Year of Award


Document Type


Degree Type

Doctor of Philosophy (PhD)

Degree Name

International Educational Leadership

Department or School/College

College of Education and Human Sciences

Committee Chair

John Matt

Commitee Members

Nathan Lindsay, William McCaw, Paulo Zagalo-Melo, Andrea Vernon


University of Montana


Institutions of higher education are increasingly faced with global forces. Consequently, colleges and universities must internationalize in order to stay relevant when faced with global forces. One means by which post-secondary institutions are internationalizing is by offering students international service-learning experiences. During these experiences, students acquire intercultural competencies and a more in-depth understanding of the educational content delivered throughout their educational career. This qualitative phenomenological study explored the acquisition of intercultural competencies by twelve participants attending the University of Montana and Montana State University. Participants were interviewed, utilizing questions about the understanding of intercultural competencies, the acquisition of said competencies, institutional preparation for and follow-up of international service-learning experiences, and the impact of international service-learning experiences on subsequent coursework. The results of this study show that participants’ home institutions offered very little preparatory and follow-up intervention. Despite the lack of institutional intervention, participants acquired six intercultural competencies associated with this study and utilized self-guided reflection exercises to make sense of their shared experience after having returned to their home institution, which resulted in a more robust post-experience education. Additionally, participants re-evaluated professional and academic ambitions based on their exposure to social inequities and drastically different gender norms from those of their native cultures. The results of this study have implications for colleges and universities wishing to facilitate international service-learning opportunities for undergraduate students. Despite a lack of institutional interventions, participants were greatly impacted by their international service-learning experience, suggesting that the impacts might be more profound with additional institutional intervention.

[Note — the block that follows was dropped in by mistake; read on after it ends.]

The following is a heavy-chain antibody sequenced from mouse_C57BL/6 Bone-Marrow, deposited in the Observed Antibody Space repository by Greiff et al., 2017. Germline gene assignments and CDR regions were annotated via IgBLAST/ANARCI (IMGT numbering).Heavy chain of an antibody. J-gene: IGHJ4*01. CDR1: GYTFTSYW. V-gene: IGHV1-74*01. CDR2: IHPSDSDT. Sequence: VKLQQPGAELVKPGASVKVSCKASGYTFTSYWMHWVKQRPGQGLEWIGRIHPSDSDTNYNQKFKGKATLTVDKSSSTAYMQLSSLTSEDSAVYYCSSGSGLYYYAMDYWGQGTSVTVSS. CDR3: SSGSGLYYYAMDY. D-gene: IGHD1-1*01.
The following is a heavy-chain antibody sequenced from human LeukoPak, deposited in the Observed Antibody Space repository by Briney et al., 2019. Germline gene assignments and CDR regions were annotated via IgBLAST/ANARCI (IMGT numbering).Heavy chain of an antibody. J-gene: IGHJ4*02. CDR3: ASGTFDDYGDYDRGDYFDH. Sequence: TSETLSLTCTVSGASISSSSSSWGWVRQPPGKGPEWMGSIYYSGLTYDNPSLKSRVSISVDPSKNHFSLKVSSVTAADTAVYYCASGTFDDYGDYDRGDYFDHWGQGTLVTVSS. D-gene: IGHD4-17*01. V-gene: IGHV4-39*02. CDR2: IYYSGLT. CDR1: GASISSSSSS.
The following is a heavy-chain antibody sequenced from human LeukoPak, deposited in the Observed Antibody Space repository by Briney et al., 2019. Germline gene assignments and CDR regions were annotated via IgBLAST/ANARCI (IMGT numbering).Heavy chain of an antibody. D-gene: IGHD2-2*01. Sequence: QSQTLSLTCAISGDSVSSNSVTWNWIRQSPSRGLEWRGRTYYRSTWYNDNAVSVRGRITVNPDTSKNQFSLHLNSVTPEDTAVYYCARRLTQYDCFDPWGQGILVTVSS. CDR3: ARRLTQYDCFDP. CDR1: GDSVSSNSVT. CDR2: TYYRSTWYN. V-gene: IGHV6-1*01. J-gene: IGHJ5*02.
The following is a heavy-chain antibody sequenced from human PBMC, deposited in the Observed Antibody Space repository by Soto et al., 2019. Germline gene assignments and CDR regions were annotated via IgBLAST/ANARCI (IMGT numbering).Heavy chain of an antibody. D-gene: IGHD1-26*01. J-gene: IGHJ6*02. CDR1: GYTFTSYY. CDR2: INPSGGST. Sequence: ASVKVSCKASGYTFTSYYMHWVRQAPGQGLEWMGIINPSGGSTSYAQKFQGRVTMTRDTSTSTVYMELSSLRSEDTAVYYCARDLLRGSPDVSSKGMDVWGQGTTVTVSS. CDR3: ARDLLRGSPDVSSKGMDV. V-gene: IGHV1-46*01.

© Copyright 2017 C. Roch Turner